Hundreds of jobs were axed at Boulby Mine today (Thursday) with immediate effect - with a further 300 plus set to be lost within the next three years.
The shock announcement came to employees with revelations that “economically-feasible” potash reserves that Boulby mine for are running out.
Bosses at the troubled mine just north of Staithes said it meant there had to be a radical re-structure with £20 million being ploughed into the venture by parent company ICL UK to enable it to produce Polysulphate for use as a fertiliser instead of potash.
A further £20 million could follow that would enable Boulby to expand production from 200,000 tonnes this year to one million tonnes by 2020.
But workers were left reeling as Boulby bosses said in order to stay “economically viable” while the changes took place the jobs would need to go.
Peter Smith, Executive Vice President-Potash of ICL, “We understand that proposals for staffing reductions will cause concerns for employees and their families, as well as the wider community in East Cleveland.
“We have today begun a redundancy consultation exercise with the recognised trade unions. During that process we will examine how we can achieve the changes needed to ensure the company’s future with the least impact on staff.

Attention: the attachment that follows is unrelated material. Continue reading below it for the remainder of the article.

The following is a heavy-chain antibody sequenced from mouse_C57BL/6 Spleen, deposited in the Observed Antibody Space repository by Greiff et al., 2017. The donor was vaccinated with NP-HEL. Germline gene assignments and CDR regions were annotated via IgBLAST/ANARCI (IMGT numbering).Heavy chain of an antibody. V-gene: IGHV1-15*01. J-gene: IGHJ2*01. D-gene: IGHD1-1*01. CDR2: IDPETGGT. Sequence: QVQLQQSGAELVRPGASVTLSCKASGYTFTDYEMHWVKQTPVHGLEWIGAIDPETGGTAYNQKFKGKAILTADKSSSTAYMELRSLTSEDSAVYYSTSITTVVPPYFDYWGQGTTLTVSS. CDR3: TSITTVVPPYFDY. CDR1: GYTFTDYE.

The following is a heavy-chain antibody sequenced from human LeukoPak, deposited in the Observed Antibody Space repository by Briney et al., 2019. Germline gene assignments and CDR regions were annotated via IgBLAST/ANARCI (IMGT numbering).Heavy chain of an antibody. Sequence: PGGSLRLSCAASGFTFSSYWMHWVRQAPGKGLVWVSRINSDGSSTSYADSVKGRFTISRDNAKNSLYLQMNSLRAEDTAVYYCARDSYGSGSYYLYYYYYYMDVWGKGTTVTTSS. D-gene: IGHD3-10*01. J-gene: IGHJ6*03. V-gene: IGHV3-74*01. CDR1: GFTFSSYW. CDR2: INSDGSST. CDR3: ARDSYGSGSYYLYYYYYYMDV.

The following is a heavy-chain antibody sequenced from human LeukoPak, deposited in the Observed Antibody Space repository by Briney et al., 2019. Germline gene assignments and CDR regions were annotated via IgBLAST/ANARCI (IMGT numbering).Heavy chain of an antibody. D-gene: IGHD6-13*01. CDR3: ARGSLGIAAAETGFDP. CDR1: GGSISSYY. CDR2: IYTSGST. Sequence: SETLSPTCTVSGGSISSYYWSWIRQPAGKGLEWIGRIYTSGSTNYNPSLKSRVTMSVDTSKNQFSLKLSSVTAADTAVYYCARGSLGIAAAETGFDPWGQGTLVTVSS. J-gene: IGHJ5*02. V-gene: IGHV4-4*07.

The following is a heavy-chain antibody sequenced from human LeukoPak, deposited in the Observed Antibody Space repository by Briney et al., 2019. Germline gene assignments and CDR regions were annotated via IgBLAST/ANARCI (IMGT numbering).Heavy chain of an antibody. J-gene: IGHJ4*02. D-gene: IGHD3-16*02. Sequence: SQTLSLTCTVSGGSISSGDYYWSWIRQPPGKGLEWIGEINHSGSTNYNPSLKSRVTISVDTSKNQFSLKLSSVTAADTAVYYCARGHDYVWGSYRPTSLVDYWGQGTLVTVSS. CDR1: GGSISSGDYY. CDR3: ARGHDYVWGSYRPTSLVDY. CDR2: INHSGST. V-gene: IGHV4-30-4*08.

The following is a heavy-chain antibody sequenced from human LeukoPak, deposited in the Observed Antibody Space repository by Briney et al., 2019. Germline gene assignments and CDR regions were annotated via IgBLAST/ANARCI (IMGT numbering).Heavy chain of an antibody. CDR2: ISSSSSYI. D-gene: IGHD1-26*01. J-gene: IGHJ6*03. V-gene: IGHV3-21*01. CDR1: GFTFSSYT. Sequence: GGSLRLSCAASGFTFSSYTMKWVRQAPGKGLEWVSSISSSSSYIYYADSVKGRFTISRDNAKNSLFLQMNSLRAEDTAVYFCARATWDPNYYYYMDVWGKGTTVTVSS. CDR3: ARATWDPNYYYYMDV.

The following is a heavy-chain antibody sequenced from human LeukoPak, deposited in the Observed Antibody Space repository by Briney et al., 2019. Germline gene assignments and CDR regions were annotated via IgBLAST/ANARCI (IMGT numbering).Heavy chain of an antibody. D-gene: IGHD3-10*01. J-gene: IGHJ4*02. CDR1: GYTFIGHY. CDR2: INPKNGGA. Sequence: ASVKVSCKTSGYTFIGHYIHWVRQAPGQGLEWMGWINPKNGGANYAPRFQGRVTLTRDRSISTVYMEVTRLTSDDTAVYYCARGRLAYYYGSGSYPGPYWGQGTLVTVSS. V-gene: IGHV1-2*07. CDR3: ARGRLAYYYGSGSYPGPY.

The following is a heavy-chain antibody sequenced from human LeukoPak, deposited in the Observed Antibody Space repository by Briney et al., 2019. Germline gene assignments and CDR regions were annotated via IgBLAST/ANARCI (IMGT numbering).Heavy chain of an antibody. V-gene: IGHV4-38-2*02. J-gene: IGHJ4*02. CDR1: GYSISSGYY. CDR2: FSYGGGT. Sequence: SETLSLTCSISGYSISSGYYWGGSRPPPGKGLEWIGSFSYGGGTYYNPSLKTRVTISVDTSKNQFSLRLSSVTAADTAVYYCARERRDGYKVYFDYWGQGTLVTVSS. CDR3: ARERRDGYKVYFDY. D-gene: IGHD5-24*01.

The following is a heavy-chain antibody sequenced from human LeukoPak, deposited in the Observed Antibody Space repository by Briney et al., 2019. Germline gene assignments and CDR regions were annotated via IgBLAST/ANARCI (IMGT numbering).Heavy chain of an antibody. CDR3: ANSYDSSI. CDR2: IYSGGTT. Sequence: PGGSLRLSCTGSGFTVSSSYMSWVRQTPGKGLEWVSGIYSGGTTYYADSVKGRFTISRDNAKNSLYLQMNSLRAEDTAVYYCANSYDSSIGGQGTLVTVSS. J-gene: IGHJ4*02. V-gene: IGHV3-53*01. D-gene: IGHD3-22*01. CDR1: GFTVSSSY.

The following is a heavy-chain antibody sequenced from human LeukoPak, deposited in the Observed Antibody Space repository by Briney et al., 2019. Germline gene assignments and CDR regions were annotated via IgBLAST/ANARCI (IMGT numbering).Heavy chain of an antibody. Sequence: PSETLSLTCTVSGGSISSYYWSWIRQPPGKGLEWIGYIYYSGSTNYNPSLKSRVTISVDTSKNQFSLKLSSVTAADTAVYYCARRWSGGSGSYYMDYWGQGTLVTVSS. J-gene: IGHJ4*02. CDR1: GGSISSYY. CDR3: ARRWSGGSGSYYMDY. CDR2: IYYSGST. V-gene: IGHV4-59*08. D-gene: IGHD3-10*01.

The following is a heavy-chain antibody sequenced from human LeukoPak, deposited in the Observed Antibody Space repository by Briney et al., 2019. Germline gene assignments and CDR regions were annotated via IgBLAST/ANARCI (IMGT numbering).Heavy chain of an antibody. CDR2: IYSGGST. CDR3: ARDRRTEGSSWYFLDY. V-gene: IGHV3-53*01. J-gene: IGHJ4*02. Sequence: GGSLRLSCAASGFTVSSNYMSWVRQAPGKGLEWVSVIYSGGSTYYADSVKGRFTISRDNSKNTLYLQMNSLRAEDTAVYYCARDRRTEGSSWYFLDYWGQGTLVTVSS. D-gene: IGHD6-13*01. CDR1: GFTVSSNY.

“No decisions will be finalised until the consultation with the trade unions has been completed.”
Mr Smith told the Gazette that issues had become apparent over recent months.
He said: “In recent months we encountered geological problems which have affected previously high-yielding areas of the mine. In addition, our exploration programme, validated by independent consultants, confirmed further geological difficulties, which means that we have only a very limited level of economically feasible potash reserves.
“The reality of our potash reserves running out by 2018 means that we must develop a new business strategy if we are to continue mining at Boulby.”
The announcement about Boulby Potash comes amid reported financial concerns. It is overdue on filing accounts for 2014, which were due by the end of this September.
In 2013, the firm recorded losses of £190m after a slump in global potash values forced the firm to slash the value of one of its businesses.
The company warned at that stage that potash prices were not likely to rise in the near future, which would lead to lower profits.